Linux hostname command

The hostname command in Linux is used to view or set the hostname of the system. The hostname is the unique name assigned to a device on a network.

To view the current hostname, open a terminal and type:


This command will display the current hostname of the system.

To set a new hostname, you can use the hostname command followed by the desired hostname. However, changing the hostname typically requires administrative privileges, so you might need to use sudo or run the command as the root user. Here’s an example:

sudo hostname new_hostname

Replace new_hostname with the desired hostname you want to set for the system.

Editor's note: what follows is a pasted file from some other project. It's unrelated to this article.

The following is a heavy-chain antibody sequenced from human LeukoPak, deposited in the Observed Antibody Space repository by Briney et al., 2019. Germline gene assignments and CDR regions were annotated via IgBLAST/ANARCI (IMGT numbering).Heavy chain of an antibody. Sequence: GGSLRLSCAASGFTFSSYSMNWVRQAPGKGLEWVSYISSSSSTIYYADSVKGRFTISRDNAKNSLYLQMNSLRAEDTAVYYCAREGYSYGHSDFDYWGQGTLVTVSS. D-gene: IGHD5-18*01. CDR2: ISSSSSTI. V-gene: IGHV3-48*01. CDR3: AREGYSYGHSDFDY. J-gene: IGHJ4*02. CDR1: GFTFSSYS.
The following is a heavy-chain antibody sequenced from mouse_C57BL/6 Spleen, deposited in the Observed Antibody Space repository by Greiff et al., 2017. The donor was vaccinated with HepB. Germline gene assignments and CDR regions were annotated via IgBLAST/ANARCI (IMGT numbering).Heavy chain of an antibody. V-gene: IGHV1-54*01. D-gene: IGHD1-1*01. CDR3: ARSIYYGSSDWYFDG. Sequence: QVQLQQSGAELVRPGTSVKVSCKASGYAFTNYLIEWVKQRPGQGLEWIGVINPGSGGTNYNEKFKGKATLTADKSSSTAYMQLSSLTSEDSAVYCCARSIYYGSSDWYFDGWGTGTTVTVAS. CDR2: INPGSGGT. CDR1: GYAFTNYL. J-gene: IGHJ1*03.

After executing the command, the new hostname will be set. However, please note that this change will be temporary and will not persist across system reboots. To set a persistent hostname, you may need to modify system configuration files or use distribution-specific methods.

It’s worth mentioning that there are other hostname-related commands and configuration files depending on the Linux distribution you’re using. For example, in some distributions, you might find the /etc/hostname file that contains the system’s hostname.

If you need to change the hostname permanently or make further modifications, I recommend referring to the documentation or specific resources for your Linux distribution to ensure the proper and supported method is followed.